Open Structures is one of a series of experimental design projects that have been undertaken within the scope of the PhD thesis Textile Influence: exploring the relationship between textiles and products in the design process. These projects – and the thesis as a whole – explore and describe how textile materials take part in and influence the product design process when designing textile products, but also how potential future uses in products influence the textile design process. The research also deals with how new textile technology such as smart textiles and 3D printed textiles can come to influence how we design textile products, and how we design textiles for products. This relates to, for example, exploring how the increased transformability that comes with these new types of textiles can open up for new ways of interacting with textiles in the design process.(For more information see the Publications section).
Background to the project
Textile materials, such as woven and knitted materials, are quite open and transformable in terms of their design. Thanks to their soft, pliable properties, their appearance and physical properties can be altered by e.g. folding, cutting, or printing on the fabric. This means that textiles, when they are placed in the hands of someone else (e.g. product or fashion designers), can be used as they originally were designed, but can also easily be changed or adapted to the requirements of the product that they are to become part of. In the emerging field of textiles produced using 3D modelling and additive manufacturing, structures can be defined in detail and, later, altered or completely redesigned in CAD programs. However, the designs of these textiles are generally fixed when the structures emerge from the 3D printer. The Open Structures project is inspired by the open quality of conventional textile materials and the transformability of 3D CAD-modelled textiles, and aims to find ways of introducing some of this openness into 3D printed textile structures. Version A and Version B are the first two examples of what form this type of alterable textile can take.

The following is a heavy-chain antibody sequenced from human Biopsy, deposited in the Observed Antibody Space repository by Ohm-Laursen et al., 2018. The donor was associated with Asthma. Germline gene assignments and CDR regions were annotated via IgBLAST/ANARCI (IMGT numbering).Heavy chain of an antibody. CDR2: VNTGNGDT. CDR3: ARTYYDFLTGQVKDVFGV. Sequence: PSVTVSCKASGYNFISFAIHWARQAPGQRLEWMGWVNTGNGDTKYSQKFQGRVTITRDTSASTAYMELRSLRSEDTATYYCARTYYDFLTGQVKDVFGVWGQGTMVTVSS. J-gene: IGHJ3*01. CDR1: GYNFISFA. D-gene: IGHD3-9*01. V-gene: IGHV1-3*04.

The project also explores what it means to design this type of textile, for example by looking at how the textile designer defines the original design, but also sets limitations within which the textile can be developed; doing so expands the textile designer’s task, from the design of a static material to that of a system that can enable a wide range of different versions of the same textile. In addition to developing the Open Structures textiles further, future work will deal with what the extended transformability of 3D printed textiles can mean for other design processes, e.g. by creating and observing workshops in which designers work hands-on with these structures.
Images from the development process.
Versions A & B: Two examples of alterable 3D printed textiles
So far, the results of the project are two examples of elastic 3D printed textile structures that can be re-designed. The openness of the original design of both Versions makes it possible for other designers working with the textiles to develop the design quite freely, testing different options in the same piece while still making definite decisions about the final design by replacing, removing, or adding components. The structures can, for example, be made more rigid by adding stiff elements, or become more colourful or more sculpted by adding other nodes and links that afford such qualities.
The textiles in Versions A and Version B can both be altered, although they differ in the way they can be transformed. This is determined by the construction of the original designs, as well as the design of the additional components that are provided with the textiles in order to transform them. Together, this ‘textile system’ defines in which directions the textiles can be developed, which parts of the overall structure allow for alterations, and which areas or individual elements remain fixed.